You can view a copy of the proposed bylaw at Bylaws Pending Approval
Contact the Town of Canmore’s Planning Department for more information at:
Hours: 8:30 a.m. – 4:30 p.m. Monday – Friday
The Alberta Gaming and Liquor Commission has indicated there will be a 100 metre buffer (roughly a city block) between provincial health care facilities, schools and municipal school reserves. Municipalities will have the ability to reduce or increase the buffer should they decide it will better serve their community. The map below shows areas in red which indicates a 100m radius from schools and the hospital in Canmore.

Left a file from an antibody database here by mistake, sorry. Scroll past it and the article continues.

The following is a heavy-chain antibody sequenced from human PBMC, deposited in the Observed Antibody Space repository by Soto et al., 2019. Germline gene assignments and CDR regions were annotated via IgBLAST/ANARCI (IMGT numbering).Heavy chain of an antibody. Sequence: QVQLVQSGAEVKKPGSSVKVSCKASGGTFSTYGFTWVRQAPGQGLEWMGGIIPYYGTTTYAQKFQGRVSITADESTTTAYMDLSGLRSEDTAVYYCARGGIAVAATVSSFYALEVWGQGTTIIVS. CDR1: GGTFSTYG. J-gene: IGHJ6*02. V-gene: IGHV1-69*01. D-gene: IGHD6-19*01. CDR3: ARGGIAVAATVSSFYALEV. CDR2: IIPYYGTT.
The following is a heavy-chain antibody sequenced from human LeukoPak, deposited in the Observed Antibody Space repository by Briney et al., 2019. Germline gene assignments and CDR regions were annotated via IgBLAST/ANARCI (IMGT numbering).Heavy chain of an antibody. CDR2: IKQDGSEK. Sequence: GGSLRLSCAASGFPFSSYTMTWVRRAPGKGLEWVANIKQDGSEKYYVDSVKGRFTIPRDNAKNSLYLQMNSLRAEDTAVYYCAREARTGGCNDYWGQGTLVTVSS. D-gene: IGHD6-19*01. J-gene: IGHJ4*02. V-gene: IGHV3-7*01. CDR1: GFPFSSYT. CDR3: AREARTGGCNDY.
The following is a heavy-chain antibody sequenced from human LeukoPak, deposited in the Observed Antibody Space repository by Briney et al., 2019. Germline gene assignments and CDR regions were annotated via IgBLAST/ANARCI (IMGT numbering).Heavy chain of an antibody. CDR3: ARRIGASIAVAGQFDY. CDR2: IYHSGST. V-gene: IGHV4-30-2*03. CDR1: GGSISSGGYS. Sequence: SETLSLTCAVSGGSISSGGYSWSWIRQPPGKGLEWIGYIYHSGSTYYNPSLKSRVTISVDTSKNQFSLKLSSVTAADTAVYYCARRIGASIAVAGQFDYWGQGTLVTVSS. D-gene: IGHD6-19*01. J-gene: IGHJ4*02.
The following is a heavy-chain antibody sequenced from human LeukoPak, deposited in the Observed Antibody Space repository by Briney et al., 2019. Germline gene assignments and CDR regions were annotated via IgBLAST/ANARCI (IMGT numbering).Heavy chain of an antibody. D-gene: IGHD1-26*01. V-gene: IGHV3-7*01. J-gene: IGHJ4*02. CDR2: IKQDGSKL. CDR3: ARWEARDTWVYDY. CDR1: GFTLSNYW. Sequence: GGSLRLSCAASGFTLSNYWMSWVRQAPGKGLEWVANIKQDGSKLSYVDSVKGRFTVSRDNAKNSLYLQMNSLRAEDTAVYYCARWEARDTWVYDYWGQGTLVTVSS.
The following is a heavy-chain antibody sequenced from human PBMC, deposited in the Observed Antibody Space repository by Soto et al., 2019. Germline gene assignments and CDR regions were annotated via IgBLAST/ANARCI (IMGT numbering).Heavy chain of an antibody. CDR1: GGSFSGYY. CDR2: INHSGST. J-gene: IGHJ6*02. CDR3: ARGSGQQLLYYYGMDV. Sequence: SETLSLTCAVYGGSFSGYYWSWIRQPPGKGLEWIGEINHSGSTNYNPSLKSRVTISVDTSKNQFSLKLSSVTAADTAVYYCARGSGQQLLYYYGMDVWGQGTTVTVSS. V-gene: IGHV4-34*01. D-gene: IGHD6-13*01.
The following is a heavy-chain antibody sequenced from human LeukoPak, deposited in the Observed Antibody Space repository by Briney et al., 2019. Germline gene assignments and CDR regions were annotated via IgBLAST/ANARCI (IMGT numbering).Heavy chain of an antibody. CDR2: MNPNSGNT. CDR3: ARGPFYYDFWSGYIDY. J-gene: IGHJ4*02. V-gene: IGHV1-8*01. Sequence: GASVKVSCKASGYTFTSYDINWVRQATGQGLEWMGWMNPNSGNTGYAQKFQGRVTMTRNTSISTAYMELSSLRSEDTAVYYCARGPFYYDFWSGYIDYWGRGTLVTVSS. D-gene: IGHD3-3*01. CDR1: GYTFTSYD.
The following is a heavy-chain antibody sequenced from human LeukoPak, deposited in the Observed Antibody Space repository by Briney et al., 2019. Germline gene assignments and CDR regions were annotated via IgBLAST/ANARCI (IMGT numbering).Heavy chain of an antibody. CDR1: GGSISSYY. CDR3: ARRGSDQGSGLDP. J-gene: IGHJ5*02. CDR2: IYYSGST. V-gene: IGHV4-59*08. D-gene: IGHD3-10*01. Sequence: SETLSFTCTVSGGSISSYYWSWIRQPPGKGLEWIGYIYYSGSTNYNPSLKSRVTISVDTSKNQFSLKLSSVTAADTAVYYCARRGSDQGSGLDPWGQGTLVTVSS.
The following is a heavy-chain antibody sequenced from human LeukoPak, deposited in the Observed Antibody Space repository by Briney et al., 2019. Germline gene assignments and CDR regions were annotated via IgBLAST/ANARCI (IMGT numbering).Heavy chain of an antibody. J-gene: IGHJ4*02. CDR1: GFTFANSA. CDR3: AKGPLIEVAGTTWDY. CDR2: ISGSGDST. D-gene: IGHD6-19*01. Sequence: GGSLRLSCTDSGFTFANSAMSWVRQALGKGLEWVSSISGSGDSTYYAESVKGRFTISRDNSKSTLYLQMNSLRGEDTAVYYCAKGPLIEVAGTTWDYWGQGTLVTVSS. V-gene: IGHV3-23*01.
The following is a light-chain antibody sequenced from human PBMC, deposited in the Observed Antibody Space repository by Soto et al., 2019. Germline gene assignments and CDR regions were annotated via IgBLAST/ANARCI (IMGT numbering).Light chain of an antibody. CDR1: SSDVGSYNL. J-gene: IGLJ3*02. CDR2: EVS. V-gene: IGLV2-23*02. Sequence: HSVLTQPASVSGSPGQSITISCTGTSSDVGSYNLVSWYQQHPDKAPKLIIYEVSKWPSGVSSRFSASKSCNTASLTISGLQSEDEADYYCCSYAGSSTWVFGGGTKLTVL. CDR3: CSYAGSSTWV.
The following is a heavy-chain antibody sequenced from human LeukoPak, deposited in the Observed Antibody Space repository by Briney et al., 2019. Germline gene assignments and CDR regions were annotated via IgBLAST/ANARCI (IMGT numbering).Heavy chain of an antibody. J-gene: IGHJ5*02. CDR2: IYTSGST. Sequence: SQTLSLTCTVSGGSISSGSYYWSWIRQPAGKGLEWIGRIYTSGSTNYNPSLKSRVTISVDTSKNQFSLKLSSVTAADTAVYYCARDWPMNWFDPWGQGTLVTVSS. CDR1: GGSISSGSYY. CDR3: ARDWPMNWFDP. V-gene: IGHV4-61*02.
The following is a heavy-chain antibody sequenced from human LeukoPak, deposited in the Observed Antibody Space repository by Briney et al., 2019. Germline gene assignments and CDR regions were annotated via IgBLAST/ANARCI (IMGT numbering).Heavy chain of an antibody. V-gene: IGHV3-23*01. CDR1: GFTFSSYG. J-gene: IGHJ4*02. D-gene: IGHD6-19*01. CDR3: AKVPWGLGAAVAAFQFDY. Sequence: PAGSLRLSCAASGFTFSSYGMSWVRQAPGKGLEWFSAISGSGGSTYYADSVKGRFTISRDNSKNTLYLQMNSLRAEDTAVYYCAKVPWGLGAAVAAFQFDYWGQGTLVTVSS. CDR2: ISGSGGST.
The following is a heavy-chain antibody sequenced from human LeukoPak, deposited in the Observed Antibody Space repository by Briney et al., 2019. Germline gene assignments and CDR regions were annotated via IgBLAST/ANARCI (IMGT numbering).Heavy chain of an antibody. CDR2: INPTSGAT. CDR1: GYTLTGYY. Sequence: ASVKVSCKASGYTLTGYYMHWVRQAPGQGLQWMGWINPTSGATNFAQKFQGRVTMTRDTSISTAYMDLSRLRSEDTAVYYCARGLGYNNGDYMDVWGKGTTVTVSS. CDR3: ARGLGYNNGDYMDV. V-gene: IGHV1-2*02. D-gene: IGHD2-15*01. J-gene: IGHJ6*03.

In the fall of 2017, the provincial government passed Bill 26: An Act to Control and Regulate Cannabis. The Bill is awaiting proclamation by the Ministry of Justice and Solicitor General to become law. There is no set timeline for this to occur. This bill provides authority for the Alberta Gaming and Liquor Commission (AGLC) to carry out oversight and compliance functions as well as manage the distribution of cannabis. It also establishes the authority to carry out public online sales, and to license privately owned and operated cannabis stores with strong oversight and province-wide rules. Lastly, it establishes provincial offences related to youth possession, public consumption, and consumption of cannabis in vehicles.